- Points Leading Conservative Voices Most Often Make on Climate Change
- Sportsmen’s and Anglers’ Views Highlighted in New ‘This Is Not Cool’ Video
- U. of Washington Course: Science Students Learning ‘to Tell Stories’
- 2013 ‘State of’ Report Describes Continuing Woes of Journalism
- Jared Diamond, Yesterday’s World, Today’s Perceptions, Tomorrow’s Climate
- NASA’s Science Visualization Wall: Cool Is An Understatement
- Stations in Three Virginia TV Markets to Try Expanding Climate Coverage
Author Archives: Zeke Hausfather
Human emissions of carbon dioxide (CO2) are the primary factor contributing to the warming of the Earth’s surface over the past half-century. However, for the past few years global temperatures have been stagnant or slightly decreasing even as atmospheric CO2 [...]
The recent brouhaha (see related story, this posting) initiated by conservative columnist George Will’s February 15th syndicated column centers in part around his assertion that global sea ice levels now equal those of 1979, belying concerns of melting ice caps.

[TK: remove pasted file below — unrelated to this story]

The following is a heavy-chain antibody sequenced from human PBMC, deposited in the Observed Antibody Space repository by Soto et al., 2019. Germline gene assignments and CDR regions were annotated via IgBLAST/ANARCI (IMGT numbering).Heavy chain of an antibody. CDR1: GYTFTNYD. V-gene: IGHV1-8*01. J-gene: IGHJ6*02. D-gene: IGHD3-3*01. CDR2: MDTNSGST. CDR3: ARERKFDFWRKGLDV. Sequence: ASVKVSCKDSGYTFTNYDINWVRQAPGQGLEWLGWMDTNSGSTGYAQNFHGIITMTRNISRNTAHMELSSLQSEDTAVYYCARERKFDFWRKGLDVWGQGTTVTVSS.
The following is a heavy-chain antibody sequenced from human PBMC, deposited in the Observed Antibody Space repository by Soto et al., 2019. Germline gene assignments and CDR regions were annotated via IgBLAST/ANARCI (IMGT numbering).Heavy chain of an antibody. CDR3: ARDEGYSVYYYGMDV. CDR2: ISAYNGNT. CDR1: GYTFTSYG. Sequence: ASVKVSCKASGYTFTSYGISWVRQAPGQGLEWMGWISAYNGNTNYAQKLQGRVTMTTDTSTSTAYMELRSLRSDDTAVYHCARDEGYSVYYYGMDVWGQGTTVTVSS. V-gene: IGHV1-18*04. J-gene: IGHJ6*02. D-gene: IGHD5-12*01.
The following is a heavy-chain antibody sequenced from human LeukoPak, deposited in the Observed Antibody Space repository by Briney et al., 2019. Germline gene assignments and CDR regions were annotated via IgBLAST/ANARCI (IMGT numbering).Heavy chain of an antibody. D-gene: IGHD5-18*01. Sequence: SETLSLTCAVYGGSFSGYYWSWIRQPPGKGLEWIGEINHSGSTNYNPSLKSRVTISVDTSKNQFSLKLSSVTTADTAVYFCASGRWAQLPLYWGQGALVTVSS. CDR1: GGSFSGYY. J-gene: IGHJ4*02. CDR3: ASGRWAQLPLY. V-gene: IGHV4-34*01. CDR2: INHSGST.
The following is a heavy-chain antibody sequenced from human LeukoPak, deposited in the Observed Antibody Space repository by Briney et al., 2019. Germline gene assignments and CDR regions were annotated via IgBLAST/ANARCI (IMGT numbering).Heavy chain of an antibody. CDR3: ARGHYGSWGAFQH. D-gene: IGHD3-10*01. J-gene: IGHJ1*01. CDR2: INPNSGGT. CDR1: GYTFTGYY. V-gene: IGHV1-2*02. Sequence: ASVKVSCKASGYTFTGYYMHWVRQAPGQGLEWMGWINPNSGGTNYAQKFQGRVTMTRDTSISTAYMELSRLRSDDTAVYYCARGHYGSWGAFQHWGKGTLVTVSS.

In reporting on climate change, the carbon, carbon dioxide (CO2), greenhouse gases, radiative forcing, and CO2-equivilent (CO2-eq) are often used almost interchangeably to refer to the human contribution to recent warming.
It is difficult these days to find an article about climate science without some mention of tipping points and the risk of abrupt climate change. Some prominent climate scientists and policy proponents have warned ominously that we have only a [...]
A voluntary market for carbon offsets has emerged in recent years in the United States that in many ways parallels the global compliance carbon market in countries that have signed onto the Kyoto Protocol. In contrast to the strict regulatory [...]
The global market for carbon reductions is growing rapidly, having doubled in value in the last year alone to more than $64 billion. The European Union Emissions Trading System (EUETS) comprises most of the market, with the Clean Development Mechanism [...]
With all the attention surrounding carbon dioxide these days, it is easy to forget that there are a number of other important natural and human-driven factors (“forcings” in climate circles) that influence Earth’s climate.